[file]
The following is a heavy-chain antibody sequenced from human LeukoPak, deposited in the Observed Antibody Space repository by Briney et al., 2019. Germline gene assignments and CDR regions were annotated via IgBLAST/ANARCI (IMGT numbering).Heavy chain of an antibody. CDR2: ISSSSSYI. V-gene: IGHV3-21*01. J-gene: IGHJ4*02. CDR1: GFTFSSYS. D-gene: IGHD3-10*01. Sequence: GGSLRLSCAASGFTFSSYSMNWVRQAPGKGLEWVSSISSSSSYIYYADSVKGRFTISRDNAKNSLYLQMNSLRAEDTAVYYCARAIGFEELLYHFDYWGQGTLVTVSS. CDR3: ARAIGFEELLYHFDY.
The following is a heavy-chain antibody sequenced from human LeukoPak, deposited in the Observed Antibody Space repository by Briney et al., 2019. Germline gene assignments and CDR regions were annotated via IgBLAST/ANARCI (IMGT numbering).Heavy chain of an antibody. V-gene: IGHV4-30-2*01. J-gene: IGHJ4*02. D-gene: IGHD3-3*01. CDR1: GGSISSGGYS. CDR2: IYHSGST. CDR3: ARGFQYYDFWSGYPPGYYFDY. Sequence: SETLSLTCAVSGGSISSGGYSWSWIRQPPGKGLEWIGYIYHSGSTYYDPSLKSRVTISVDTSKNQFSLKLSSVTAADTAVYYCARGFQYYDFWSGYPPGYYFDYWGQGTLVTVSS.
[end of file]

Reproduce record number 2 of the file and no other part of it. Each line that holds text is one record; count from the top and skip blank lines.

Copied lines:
The following is a heavy-chain antibody sequenced from human LeukoPak, deposited in the Observed Antibody Space repository by Briney et al., 2019. Germline gene assignments and CDR regions were annotated via IgBLAST/ANARCI (IMGT numbering).Heavy chain of an antibody. V-gene: IGHV4-30-2*01. J-gene: IGHJ4*02. D-gene: IGHD3-3*01. CDR1: GGSISSGGYS. CDR2: IYHSGST. CDR3: ARGFQYYDFWSGYPPGYYFDY. Sequence: SETLSLTCAVSGGSISSGGYSWSWIRQPPGKGLEWIGYIYHSGSTYYDPSLKSRVTISVDTSKNQFSLKLSSVTAADTAVYYCARGFQYYDFWSGYPPGYYFDYWGQGTLVTVSS.